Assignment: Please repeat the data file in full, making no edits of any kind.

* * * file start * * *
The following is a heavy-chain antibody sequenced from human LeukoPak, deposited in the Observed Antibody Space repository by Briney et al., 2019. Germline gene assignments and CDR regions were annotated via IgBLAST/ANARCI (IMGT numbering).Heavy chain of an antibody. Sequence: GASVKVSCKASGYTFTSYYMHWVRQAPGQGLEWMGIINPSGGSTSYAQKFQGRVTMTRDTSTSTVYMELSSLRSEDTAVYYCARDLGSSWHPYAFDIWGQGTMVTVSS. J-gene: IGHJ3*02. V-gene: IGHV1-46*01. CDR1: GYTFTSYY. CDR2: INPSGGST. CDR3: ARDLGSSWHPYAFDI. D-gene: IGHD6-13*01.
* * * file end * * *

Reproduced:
The following is a heavy-chain antibody sequenced from human LeukoPak, deposited in the Observed Antibody Space repository by Briney et al., 2019. Germline gene assignments and CDR regions were annotated via IgBLAST/ANARCI (IMGT numbering).Heavy chain of an antibody. Sequence: GASVKVSCKASGYTFTSYYMHWVRQAPGQGLEWMGIINPSGGSTSYAQKFQGRVTMTRDTSTSTVYMELSSLRSEDTAVYYCARDLGSSWHPYAFDIWGQGTMVTVSS. J-gene: IGHJ3*02. V-gene: IGHV1-46*01. CDR1: GYTFTSYY. CDR2: INPSGGST. CDR3: ARDLGSSWHPYAFDI. D-gene: IGHD6-13*01.